IFRS 10 is an accounting standard that provides guidance for companies with multiple entities to remain compliant when consolidating their financials. It’s similar to ASC 810 (the US GAAP accounting standard for financial consolidation) but differs in some key areas. Although, it’s important to note that both will usually result in the same conclusions. Companies that need to prepare financial statements under IFRS rules must pay close attention to the guidelines set out under IFRS 10.
This blog covers four key pieces of information that any company with multiple entities should consider under the IFRS guidelines. This is not a comprehensive guide to IFRS 10, rather a primer so your team can clearly understand the complexities introduced by the accounting standard.
1. The objectives of IFRS 10 for consolidated financial statements
When it comes to IFRS 10, it’s best first to understand the objectives set out under the accounting standard. Put simply, IFRS 10 establishes principles for presenting and preparing consolidated financial statements when an entity controls one or more other entities.
Here are the key objectives of IFRS 10
- Requires an entity (the parent) that controls one or more other entities (subsidiaries) to present consolidated financial statements.
- Defines the principle of control, and establishes control as the basis for consolidation;
- Sets out how to apply the principle of control to identify whether an investor controls an investee and must consolidate the investee.
- Sets out the accounting requirements for the preparation of consolidated financial statements.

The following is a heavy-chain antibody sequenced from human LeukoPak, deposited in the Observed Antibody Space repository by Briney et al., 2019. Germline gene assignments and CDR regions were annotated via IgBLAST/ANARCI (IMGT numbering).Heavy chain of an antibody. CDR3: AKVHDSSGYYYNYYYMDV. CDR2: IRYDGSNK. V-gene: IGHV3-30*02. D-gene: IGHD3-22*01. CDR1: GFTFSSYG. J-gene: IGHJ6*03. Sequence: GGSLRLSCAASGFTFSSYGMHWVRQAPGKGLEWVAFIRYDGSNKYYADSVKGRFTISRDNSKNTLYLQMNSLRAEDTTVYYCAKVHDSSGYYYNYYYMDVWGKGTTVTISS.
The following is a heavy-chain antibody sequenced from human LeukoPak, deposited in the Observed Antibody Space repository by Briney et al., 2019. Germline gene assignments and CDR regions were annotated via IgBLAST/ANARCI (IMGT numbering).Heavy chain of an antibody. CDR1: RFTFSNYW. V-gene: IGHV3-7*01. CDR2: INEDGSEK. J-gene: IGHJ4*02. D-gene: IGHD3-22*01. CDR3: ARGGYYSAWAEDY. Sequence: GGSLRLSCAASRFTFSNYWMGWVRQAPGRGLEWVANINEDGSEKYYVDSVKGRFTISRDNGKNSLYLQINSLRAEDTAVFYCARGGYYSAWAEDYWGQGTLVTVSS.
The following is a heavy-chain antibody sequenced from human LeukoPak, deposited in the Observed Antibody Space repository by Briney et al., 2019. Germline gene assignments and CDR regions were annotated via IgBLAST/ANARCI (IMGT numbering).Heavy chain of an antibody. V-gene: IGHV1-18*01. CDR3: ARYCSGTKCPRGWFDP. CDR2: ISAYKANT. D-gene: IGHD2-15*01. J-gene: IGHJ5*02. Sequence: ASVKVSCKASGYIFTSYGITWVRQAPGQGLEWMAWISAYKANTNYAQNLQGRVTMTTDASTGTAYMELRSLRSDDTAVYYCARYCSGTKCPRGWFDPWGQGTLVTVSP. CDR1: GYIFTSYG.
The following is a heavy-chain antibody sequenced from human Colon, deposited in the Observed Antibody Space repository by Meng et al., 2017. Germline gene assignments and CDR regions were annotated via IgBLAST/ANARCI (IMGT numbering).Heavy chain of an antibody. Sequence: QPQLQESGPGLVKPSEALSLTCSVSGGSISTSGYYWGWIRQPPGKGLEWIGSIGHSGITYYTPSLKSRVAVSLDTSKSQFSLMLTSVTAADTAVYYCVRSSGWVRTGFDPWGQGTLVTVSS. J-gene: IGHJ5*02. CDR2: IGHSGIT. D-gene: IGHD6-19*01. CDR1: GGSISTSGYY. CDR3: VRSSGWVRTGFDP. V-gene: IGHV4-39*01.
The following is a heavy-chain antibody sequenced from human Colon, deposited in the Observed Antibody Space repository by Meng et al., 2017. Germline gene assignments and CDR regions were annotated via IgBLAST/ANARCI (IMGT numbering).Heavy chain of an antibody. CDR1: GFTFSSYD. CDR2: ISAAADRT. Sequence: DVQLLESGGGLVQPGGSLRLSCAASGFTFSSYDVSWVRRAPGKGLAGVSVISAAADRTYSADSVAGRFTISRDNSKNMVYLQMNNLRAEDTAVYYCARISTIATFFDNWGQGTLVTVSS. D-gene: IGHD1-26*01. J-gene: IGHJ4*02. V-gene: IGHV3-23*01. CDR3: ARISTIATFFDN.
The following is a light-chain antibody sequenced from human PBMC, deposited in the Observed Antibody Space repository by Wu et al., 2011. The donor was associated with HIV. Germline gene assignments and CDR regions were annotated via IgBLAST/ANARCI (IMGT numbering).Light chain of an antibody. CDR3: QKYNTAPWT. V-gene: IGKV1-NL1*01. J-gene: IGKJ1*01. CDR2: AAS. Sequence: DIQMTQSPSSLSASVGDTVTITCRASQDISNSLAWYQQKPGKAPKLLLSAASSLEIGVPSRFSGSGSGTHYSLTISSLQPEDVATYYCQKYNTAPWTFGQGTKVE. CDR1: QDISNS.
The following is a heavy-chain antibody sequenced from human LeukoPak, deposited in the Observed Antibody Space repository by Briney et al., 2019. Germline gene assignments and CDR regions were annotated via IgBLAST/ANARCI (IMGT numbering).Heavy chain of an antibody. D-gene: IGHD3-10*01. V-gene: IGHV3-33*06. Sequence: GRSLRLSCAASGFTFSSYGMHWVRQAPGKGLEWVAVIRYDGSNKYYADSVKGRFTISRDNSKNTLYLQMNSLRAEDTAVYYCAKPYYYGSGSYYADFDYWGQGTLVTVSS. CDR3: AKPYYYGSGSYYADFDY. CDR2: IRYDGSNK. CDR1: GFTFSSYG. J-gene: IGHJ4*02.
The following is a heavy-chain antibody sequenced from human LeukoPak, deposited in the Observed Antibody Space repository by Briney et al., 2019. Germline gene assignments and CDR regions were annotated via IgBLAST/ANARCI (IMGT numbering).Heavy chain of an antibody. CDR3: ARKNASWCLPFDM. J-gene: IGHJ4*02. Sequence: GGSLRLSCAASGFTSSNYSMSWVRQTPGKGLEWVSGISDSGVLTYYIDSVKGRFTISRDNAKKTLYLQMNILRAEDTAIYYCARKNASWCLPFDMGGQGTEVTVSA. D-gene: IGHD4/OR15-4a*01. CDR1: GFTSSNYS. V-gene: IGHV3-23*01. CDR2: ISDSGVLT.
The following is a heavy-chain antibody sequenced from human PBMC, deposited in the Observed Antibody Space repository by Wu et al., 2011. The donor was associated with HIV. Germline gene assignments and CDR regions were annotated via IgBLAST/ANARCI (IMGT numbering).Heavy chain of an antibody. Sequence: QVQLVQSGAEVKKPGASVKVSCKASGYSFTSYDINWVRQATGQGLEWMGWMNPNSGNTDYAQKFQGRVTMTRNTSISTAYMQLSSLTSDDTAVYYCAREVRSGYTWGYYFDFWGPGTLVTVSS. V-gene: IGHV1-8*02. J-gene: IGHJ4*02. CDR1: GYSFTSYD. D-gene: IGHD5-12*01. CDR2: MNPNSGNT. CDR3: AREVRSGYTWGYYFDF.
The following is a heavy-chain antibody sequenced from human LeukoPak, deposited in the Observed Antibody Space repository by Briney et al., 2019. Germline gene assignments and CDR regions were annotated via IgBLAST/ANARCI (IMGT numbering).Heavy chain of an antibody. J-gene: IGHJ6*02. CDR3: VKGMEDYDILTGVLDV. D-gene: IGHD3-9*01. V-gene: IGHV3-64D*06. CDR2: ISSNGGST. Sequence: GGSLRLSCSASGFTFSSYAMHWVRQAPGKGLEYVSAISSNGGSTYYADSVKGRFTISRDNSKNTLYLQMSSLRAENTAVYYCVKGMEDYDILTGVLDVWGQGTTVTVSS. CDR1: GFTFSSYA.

- Defines an investment entity and sets out an exception to consolidating particular subsidiaries of an investment entity.
2. Financial consolidation is based on identifying control
If you’re consolidating financial statements under IFRS 10, then the model is based on an investor’s control of an investee. Control is defined by the IFRS in the guidelines as follows, “An investor controls an entity when it is exposed, or has rights to variable returns with its involvement with the investee and has the ability to affect those returns through its power over the investee.”
When a company is trying to identify which entities have power or control, they should consider each entity’s rights. Power usually arises from an entity’s rights, such as voting rights, the right to appoint key personnel, the right to appoint key staff, the right to decisions within a management contract, and removal rights. It’s important to note that protective rights do not result in power or control.
It’s also essential to assess the returns of the investor. Often an investor has the right to variable returns based on its involvement with the investee. Returns are not necessarily positive and can be negative, or a mix of both positive and negative. Some examples of returns include remuneration, cost savings, scarce products, proprietary knowledge, dividends, etc.
3. The decision tree for IFRS 10
As there’s only one model, there’s no official decision tree set out under IFRS 10. However, the following decision tree allows you to assess if IFRS 10 is the accounting standard that best suits your needs.
4. Guidance for preparing consolidated financial statements under IFRS 10
We recommend reading the IFRS 10 guidelines in full. Here is a summary of just some of the critical areas the guidelines cover:
- Elimination of intra-group transactions and the parent’s investment.
- Introduction and adherence to uniform accounting principles.
- Financial statements used in the consolidation must all have reports issued with the same date.
- Accounting for losing control of a subsidiary.
- Accounting for changes in ownership interests where control is retained.
- Allocating comprehensive equity and income to subsidiaries.
Choose accounting software built to handle the complexities of IFRS 10
When it comes to compliance for financial consolidation, most companies will face a few challenges. You must invest in software that can appropriately meet the demands of accounting for multiple entities under IFRS regulations. Why not check out Multi-Entity Management, a solution built to help your company simplify processes and streamline financial consolidations.